Drummers can evoke many other tones from a snare drum by using different types of sticks and different techniques, like scraping the surface (perhaps with brushes), or by pressing one stick into the drum while striking the stick with the other. Simply shutting off the snares (lowering the wires from the bottom head) and applying each of the above techniques reveals even more tonal possibilities. It’s remarkable how many sounds just a single drum can create!
Tonal Qualities of a Ride Cymbal
Cymbals also produce different tones when struck with different techniques. Striking with the tip of the stick toward the outer edge of the cymbal produces lower frequencies with ample sustain. Playing a little further from the edge of the cymbal will produce more mid-range frequencies and a balanced tone, while playing on the bell in the center of the cymbal produces high-pitched frequencies.
Using the tip of the stick results in very clear articulations, which have enough definition to sit on top of the cymbal’s resonance. But there are plenty of times where drummers require volume over finesse. To get a wider articulation and a more washy tone from the ride cymbal, simply strike with the side of the stick instead of the tip. With this technique, the ride cymbal begins functioning more like a crash cymbal. Striking with the side of the stick on the edge of the cymbal will make the cymbal roar at the expense of a clearly defined attack. Playing on the bell of the cymbal with the side of the stick results in a more piercing metallic tone, which is great for cutting through loud, energetic sections of music.
All that being said, the tones a cymbal can produce greatly depend on the cymbal’s design. There’s an enormous array of cymbal sizes, thicknesses, and finishes. Thicker cymbals posses the ability to produce higher volumes and very clear articulations, while thinner cymbals generally have a lower volume ceiling with a less-defined attack.
The Light and Dark Sides
Cymbals with a shiny, brilliant finish typically produce clean, bright, glassy tones with a longer sustain. Take the Zildjian A Custom Ping Ride as an example (pictured bottom left). It’s relatively thick and has a mirror-like finish. It produces an extremely clear stick definition and it gets LOUD. This cymbal is great for rock music and can easily project sound to the back of any room. Check out a sound bite here.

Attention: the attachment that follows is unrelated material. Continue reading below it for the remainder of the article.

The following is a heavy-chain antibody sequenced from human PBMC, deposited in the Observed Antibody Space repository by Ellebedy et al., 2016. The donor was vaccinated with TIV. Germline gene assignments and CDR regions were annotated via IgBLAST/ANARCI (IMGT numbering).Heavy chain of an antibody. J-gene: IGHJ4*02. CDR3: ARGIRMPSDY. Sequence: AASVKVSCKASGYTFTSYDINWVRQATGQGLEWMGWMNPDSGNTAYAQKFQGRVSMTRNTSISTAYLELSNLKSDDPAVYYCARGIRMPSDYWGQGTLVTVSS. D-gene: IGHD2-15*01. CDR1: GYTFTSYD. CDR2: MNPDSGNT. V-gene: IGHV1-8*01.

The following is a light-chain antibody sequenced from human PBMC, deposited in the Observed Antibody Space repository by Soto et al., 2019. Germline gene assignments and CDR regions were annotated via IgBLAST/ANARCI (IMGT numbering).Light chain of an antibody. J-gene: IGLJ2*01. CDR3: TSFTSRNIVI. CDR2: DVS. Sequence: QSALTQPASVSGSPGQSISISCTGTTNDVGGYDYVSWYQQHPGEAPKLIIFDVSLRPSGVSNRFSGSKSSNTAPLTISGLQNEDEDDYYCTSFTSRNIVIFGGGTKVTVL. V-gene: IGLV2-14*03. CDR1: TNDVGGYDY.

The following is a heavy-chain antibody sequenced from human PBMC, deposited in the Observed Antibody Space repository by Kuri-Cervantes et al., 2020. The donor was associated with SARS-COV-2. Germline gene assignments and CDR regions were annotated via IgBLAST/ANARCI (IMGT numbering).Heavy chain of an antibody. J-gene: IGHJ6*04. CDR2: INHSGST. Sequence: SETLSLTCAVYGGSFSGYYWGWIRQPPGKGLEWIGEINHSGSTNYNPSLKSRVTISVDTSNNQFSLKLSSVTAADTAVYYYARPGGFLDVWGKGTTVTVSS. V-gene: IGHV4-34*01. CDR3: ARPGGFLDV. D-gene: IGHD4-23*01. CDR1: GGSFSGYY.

Cymbals with a dull, rough finish typically generate dark, complex, dry tones with a shorter sustain. The Meinl Byzance Extra Dry Thin Ride (pictured bottom right) is essentially the complete opposite of the Ping Ride. Razor thin, unfinished, and dark, the Meinl ride creates complex, washy tones. While it can’t quite match the volume of the Ping Ride, its tonal complexity makes it an easy pick for small-room gigs. Get a preview of its sound here.
The ability to implement various tones on the drums allows for much greater musicality and depth to parts. Below are a few examples of drummers utilizing a huge tonal range on the drum set.
Jojo Mayer uses various techniques to evoke wildly different tones from the drums and cymbals in this incredibly musical solo.
In this video, Benny Greb demonstrates a few different ways to “prepare” a drum set in order to achieve various tones.
In the first minute of this performance, Jim Black uses all kinds of techniques and even different objects to strike the drums and cymbals to bring out specific tonal qualities.
Exploring different tonal properties of drums and cymbals adds another creative parameter to your drumming and music making. Through trial and error, you’ll discover dozens of unique tones and techniques to realize the full sonic potential of a drum set.